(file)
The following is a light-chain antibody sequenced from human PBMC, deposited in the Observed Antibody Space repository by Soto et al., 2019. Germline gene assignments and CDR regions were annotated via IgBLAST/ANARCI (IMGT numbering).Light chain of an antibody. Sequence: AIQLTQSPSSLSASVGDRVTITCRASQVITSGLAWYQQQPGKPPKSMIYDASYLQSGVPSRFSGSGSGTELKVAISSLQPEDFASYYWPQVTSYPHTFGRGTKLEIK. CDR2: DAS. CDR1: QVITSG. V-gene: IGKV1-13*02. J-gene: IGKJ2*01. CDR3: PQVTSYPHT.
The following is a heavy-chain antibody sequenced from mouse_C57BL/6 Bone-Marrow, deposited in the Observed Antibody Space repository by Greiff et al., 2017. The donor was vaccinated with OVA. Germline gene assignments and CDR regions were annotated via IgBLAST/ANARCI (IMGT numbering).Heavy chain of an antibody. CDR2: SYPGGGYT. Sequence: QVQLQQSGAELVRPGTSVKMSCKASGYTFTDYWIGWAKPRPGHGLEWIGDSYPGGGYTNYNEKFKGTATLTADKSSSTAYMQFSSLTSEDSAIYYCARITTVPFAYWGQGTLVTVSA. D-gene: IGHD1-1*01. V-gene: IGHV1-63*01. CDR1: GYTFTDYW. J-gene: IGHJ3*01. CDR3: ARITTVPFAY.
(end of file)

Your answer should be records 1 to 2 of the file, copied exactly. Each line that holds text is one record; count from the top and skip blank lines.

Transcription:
The following is a light-chain antibody sequenced from human PBMC, deposited in the Observed Antibody Space repository by Soto et al., 2019. Germline gene assignments and CDR regions were annotated via IgBLAST/ANARCI (IMGT numbering).Light chain of an antibody. Sequence: AIQLTQSPSSLSASVGDRVTITCRASQVITSGLAWYQQQPGKPPKSMIYDASYLQSGVPSRFSGSGSGTELKVAISSLQPEDFASYYWPQVTSYPHTFGRGTKLEIK. CDR2: DAS. CDR1: QVITSG. V-gene: IGKV1-13*02. J-gene: IGKJ2*01. CDR3: PQVTSYPHT.
The following is a heavy-chain antibody sequenced from mouse_C57BL/6 Bone-Marrow, deposited in the Observed Antibody Space repository by Greiff et al., 2017. The donor was vaccinated with OVA. Germline gene assignments and CDR regions were annotated via IgBLAST/ANARCI (IMGT numbering).Heavy chain of an antibody. CDR2: SYPGGGYT. Sequence: QVQLQQSGAELVRPGTSVKMSCKASGYTFTDYWIGWAKPRPGHGLEWIGDSYPGGGYTNYNEKFKGTATLTADKSSSTAYMQFSSLTSEDSAIYYCARITTVPFAYWGQGTLVTVSA. D-gene: IGHD1-1*01. V-gene: IGHV1-63*01. CDR1: GYTFTDYW. J-gene: IGHJ3*01. CDR3: ARITTVPFAY.